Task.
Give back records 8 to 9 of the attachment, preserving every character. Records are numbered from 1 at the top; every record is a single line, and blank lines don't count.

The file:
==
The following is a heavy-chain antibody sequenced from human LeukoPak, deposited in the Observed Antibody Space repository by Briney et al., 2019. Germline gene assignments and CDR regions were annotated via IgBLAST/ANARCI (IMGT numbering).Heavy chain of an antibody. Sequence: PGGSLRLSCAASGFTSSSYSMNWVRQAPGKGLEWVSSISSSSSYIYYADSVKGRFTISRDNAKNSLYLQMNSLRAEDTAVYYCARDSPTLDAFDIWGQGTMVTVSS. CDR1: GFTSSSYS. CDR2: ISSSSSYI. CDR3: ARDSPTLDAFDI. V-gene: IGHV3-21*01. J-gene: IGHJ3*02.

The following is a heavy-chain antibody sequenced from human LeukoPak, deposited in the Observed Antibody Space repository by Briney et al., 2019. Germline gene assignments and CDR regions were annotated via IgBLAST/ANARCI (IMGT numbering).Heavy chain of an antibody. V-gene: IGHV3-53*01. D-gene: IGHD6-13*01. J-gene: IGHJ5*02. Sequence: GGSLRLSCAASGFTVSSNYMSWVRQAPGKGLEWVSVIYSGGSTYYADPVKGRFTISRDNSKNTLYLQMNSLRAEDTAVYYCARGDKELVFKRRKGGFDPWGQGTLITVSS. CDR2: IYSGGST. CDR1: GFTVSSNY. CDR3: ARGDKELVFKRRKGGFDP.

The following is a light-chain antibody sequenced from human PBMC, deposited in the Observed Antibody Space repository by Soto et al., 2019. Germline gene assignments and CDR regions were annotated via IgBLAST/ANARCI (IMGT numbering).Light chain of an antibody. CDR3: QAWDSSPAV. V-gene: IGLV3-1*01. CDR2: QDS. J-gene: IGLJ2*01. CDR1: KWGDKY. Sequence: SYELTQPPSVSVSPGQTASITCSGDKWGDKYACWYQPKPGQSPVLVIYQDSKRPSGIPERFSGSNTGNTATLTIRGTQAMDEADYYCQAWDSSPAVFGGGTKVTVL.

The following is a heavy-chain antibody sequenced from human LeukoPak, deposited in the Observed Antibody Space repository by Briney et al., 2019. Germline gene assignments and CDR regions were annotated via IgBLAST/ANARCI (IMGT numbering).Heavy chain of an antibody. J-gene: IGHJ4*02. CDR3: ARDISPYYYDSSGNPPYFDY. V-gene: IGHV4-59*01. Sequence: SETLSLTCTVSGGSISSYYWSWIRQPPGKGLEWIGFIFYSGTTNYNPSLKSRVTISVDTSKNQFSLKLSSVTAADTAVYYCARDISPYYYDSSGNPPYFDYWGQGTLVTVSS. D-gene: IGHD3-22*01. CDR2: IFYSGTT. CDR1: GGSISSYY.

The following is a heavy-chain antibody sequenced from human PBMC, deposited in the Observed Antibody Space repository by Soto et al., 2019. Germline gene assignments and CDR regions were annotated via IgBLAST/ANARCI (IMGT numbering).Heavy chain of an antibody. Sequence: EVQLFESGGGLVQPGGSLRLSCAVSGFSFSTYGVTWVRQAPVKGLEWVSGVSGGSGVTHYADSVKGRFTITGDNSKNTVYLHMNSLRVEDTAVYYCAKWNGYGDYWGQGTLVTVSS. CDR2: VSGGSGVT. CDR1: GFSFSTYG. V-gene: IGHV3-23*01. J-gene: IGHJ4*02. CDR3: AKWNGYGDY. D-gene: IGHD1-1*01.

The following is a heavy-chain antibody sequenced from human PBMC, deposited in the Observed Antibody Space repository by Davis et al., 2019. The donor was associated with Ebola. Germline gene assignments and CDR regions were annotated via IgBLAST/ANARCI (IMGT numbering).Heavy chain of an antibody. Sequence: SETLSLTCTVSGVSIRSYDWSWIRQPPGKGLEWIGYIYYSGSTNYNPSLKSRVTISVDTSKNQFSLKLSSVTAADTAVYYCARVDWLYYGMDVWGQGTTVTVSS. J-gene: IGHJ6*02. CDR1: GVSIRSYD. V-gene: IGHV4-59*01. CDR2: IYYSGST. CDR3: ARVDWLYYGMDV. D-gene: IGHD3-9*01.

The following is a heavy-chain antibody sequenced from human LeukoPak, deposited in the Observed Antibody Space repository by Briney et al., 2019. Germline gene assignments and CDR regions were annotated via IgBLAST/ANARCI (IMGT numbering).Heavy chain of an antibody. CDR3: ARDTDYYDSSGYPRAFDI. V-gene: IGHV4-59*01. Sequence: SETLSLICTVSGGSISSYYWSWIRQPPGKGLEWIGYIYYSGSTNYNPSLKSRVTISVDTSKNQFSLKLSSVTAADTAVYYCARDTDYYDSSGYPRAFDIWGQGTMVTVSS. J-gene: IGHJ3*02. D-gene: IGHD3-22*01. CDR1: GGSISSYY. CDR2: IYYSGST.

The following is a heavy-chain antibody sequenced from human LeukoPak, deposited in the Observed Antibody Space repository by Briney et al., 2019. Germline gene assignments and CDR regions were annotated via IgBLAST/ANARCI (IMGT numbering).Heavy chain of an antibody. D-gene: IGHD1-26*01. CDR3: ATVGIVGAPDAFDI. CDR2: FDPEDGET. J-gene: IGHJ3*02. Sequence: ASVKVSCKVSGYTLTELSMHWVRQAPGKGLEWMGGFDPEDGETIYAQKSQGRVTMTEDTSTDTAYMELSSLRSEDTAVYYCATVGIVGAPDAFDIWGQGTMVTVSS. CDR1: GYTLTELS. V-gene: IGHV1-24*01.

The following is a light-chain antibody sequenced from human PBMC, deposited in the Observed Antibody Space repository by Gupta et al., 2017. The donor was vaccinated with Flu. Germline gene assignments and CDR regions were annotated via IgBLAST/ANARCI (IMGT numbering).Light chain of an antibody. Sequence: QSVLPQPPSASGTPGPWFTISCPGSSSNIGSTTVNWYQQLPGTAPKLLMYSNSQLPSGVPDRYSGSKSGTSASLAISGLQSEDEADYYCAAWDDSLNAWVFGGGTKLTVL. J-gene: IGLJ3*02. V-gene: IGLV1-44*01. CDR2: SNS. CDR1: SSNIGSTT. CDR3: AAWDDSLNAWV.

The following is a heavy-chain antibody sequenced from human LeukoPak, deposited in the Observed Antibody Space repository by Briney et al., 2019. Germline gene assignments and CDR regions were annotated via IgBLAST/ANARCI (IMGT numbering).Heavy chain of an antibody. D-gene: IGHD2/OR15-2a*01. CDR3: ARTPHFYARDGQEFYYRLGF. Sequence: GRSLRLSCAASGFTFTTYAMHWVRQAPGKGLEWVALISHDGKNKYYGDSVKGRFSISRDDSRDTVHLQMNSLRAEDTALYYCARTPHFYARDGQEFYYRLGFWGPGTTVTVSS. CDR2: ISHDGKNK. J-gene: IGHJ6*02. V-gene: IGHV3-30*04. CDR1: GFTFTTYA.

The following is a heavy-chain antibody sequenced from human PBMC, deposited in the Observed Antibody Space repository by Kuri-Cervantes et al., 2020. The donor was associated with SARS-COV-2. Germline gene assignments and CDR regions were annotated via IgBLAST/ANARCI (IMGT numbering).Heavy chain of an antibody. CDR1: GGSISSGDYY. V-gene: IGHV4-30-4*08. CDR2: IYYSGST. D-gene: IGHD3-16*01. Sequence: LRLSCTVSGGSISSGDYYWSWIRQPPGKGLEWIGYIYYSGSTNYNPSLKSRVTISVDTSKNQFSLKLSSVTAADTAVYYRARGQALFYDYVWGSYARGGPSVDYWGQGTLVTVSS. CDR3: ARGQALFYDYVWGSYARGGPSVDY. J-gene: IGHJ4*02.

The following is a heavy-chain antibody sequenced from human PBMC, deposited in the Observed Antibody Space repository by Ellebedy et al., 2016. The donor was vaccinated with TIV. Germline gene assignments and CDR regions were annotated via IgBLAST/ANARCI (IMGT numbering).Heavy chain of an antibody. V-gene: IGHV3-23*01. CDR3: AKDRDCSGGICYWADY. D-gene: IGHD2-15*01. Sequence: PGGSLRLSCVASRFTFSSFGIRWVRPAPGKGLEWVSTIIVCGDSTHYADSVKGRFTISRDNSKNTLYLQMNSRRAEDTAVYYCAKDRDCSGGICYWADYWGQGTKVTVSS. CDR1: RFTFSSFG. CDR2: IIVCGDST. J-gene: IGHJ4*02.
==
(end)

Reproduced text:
The following is a heavy-chain antibody sequenced from human LeukoPak, deposited in the Observed Antibody Space repository by Briney et al., 2019. Germline gene assignments and CDR regions were annotated via IgBLAST/ANARCI (IMGT numbering).Heavy chain of an antibody. D-gene: IGHD1-26*01. CDR3: ATVGIVGAPDAFDI. CDR2: FDPEDGET. J-gene: IGHJ3*02. Sequence: ASVKVSCKVSGYTLTELSMHWVRQAPGKGLEWMGGFDPEDGETIYAQKSQGRVTMTEDTSTDTAYMELSSLRSEDTAVYYCATVGIVGAPDAFDIWGQGTMVTVSS. CDR1: GYTLTELS. V-gene: IGHV1-24*01.

The following is a light-chain antibody sequenced from human PBMC, deposited in the Observed Antibody Space repository by Gupta et al., 2017. The donor was vaccinated with Flu. Germline gene assignments and CDR regions were annotated via IgBLAST/ANARCI (IMGT numbering).Light chain of an antibody. Sequence: QSVLPQPPSASGTPGPWFTISCPGSSSNIGSTTVNWYQQLPGTAPKLLMYSNSQLPSGVPDRYSGSKSGTSASLAISGLQSEDEADYYCAAWDDSLNAWVFGGGTKLTVL. J-gene: IGLJ3*02. V-gene: IGLV1-44*01. CDR2: SNS. CDR1: SSNIGSTT. CDR3: AAWDDSLNAWV.